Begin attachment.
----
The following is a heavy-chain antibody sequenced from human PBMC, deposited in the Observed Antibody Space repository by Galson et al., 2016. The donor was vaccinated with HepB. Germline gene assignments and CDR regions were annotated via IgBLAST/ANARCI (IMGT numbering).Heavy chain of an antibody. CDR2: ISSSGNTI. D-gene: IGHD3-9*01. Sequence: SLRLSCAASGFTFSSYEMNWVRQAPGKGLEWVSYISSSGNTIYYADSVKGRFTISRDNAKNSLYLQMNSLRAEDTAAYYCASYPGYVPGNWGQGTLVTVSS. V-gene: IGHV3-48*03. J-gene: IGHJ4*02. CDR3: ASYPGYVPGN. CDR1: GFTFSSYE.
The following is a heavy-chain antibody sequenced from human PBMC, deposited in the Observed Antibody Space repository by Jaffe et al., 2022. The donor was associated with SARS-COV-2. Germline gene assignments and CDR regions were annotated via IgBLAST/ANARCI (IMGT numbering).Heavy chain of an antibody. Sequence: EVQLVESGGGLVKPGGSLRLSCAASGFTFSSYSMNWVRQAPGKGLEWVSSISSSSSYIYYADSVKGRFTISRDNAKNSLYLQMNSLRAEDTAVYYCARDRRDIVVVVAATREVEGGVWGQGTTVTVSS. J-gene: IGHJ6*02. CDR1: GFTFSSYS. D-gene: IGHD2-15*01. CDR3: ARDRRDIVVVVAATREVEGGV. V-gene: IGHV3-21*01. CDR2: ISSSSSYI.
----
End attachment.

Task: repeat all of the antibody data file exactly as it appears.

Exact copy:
The following is a heavy-chain antibody sequenced from human PBMC, deposited in the Observed Antibody Space repository by Galson et al., 2016. The donor was vaccinated with HepB. Germline gene assignments and CDR regions were annotated via IgBLAST/ANARCI (IMGT numbering).Heavy chain of an antibody. CDR2: ISSSGNTI. D-gene: IGHD3-9*01. Sequence: SLRLSCAASGFTFSSYEMNWVRQAPGKGLEWVSYISSSGNTIYYADSVKGRFTISRDNAKNSLYLQMNSLRAEDTAAYYCASYPGYVPGNWGQGTLVTVSS. V-gene: IGHV3-48*03. J-gene: IGHJ4*02. CDR3: ASYPGYVPGN. CDR1: GFTFSSYE.
The following is a heavy-chain antibody sequenced from human PBMC, deposited in the Observed Antibody Space repository by Jaffe et al., 2022. The donor was associated with SARS-COV-2. Germline gene assignments and CDR regions were annotated via IgBLAST/ANARCI (IMGT numbering).Heavy chain of an antibody. Sequence: EVQLVESGGGLVKPGGSLRLSCAASGFTFSSYSMNWVRQAPGKGLEWVSSISSSSSYIYYADSVKGRFTISRDNAKNSLYLQMNSLRAEDTAVYYCARDRRDIVVVVAATREVEGGVWGQGTTVTVSS. J-gene: IGHJ6*02. CDR1: GFTFSSYS. D-gene: IGHD2-15*01. CDR3: ARDRRDIVVVVAATREVEGGV. V-gene: IGHV3-21*01. CDR2: ISSSSSYI.